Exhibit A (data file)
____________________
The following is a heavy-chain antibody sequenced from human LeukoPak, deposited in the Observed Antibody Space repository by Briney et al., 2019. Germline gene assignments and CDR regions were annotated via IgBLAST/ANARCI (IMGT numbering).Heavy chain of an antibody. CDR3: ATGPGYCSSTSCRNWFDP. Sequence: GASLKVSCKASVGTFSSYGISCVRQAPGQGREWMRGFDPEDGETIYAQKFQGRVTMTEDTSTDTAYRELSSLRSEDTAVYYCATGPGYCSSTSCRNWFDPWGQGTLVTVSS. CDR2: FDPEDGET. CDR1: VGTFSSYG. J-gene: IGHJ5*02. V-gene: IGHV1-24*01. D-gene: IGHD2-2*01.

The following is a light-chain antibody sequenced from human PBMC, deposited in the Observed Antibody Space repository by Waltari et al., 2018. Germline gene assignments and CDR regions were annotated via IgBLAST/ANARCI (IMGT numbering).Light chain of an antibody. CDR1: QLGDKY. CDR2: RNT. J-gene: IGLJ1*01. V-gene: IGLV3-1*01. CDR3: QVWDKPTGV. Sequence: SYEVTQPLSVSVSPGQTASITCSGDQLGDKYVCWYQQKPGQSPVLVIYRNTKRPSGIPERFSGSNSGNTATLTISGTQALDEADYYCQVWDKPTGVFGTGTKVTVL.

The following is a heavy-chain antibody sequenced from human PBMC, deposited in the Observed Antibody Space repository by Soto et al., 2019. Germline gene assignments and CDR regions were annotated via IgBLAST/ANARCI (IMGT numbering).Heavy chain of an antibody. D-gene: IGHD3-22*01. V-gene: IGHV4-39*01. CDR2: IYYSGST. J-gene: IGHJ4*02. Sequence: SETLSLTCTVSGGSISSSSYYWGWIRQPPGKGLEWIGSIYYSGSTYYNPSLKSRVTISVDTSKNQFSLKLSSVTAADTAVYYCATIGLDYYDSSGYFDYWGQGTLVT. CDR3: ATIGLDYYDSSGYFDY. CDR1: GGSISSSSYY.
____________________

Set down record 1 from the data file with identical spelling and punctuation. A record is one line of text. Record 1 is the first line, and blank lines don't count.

The following is a heavy-chain antibody sequenced from human LeukoPak, deposited in the Observed Antibody Space repository by Briney et al., 2019. Germline gene assignments and CDR regions were annotated via IgBLAST/ANARCI (IMGT numbering).Heavy chain of an antibody. CDR3: ATGPGYCSSTSCRNWFDP. Sequence: GASLKVSCKASVGTFSSYGISCVRQAPGQGREWMRGFDPEDGETIYAQKFQGRVTMTEDTSTDTAYRELSSLRSEDTAVYYCATGPGYCSSTSCRNWFDPWGQGTLVTVSS. CDR2: FDPEDGET. CDR1: VGTFSSYG. J-gene: IGHJ5*02. V-gene: IGHV1-24*01. D-gene: IGHD2-2*01.